The last federal gun control measure was enacted in 2007 following the Virginia Tech massacre that spring.
CQ Roll Call combed its archives and chronicled Congress’ response to high-profile mass shootings in the nine years since. We also looked at the number of gun control or gun-focused bills and amendments considered — but rarely passed — by Washington lawmakers in response.
In Indiana’s competitive 9th Congressional District Republican primary race, there’s a big spender. A really big spender. His name is Joseph A. “Trey” Hollingsworth III (Roll Call has already delved into other oddities about his candidacy , like how he’s from Tennessee ), and he’s been blanketing the airwaves with campaign ads in the five-way race for GOP Rep. Todd Young’s open seat — which is rated Safe Republican by the Rothenberg & Gonzales Political Report/Roll Call. There are unique challenges in the contest, like how no one in his adopted hometown of Jeffersonville has really seen him outside of their TV screens, but money isn’t one of them.
[Rothenberg & Gonzales/Roll Call Race Ratings map] Tuesday's Democratic primary in Maryland's 8th District also featured a big spender. In the race for Rep. Chris Van Hollen's seat, rated Safe Democrat , Potomac wine businessman David Trone became the largest self-funded House candidate ever. But he lost to American University constitutional law professor/state Sen. Jamie Raskin, who was the third-biggest spender in the race.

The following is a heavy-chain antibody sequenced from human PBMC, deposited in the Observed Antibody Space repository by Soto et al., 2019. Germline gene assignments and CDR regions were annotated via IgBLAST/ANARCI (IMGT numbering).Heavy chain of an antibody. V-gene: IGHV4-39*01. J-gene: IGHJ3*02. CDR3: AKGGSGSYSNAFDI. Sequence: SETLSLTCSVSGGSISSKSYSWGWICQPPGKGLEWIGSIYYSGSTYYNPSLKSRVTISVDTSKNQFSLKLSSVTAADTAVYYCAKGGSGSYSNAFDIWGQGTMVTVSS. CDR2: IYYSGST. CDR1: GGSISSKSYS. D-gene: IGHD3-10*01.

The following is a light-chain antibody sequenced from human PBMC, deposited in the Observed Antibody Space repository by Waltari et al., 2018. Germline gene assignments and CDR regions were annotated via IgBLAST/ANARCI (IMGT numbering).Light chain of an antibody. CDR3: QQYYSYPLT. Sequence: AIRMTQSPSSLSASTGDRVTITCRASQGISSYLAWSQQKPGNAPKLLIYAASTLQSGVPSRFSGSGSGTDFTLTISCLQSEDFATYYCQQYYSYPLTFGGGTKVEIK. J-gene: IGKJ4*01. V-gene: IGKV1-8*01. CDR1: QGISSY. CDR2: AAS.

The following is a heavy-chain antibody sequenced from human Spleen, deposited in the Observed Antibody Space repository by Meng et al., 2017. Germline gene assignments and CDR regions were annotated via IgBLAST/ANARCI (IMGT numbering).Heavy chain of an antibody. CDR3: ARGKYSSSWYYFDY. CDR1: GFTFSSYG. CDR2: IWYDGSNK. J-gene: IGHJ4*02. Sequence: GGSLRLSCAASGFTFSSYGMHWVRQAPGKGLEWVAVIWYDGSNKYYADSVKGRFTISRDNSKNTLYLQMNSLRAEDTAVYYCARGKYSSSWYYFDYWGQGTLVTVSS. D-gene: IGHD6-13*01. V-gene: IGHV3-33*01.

There are thousands of presidential candidates in 2016, and virtually all of them are unknown to the general public. There are also 535 members of Congress, and certainly not all of them are widely known, either.
While Republican leaders in the Senate say they won't bring a Supreme Court nominee to the floor, President Barack Obama says he plans to nominate someone. Justice Antonin Scalia died at age 79 on Saturday.
Take a look through the most recent high court nominations via CQ Roll Call's photo archives. And yes, the first one is from 1938 because we couldn't help ourselves (the original caption called the cameras "both sounds and stills").
Justice Antonin Scalia, a stalwart conservative justice on the Supreme Court, died in Texas on Saturday.
Here's a look through CQ Roll Call's photo archives of the judge who sat on the high court since 1986.
Rep. Trey Gowdy, chairman of the House Select Committee on Benghazi, hit back Sunday at a former committee staffer who said he was fired for not cooperating with the panel’s focus on former Secretary of State Hillary Rodham Clinton’s actions in response to the 2012 terrorist attack.
“Until his Friday conversations with media, this staffer has never mentioned Secretary Clinton as a cause of his termination, and he did not cite Clinton’s name in a legally mandated mediation,” the South Carolina Republican said in a written statement. “He also has not produced documentary proof that in the time before his termination he was directed to focus on Clinton.” Maj. Bradley F. Podliska told CNN on Sunday morning “this has become a partisan investigation” after a Saturday New York Times report surfaced detailing Podliska’s complaints. The major in the Air Force Reserve said he was terminated this summer for resisting requests to solely focus on the Democratic presidential candidate. The panel was authorized to conduct an investigation into the events, response, policies and decisions surrounding the Sept. 11, 2012 terrorist attack in Benghazi, Libya that killed four Americans, including U.S. Ambassador to Libya Christopher Stevens.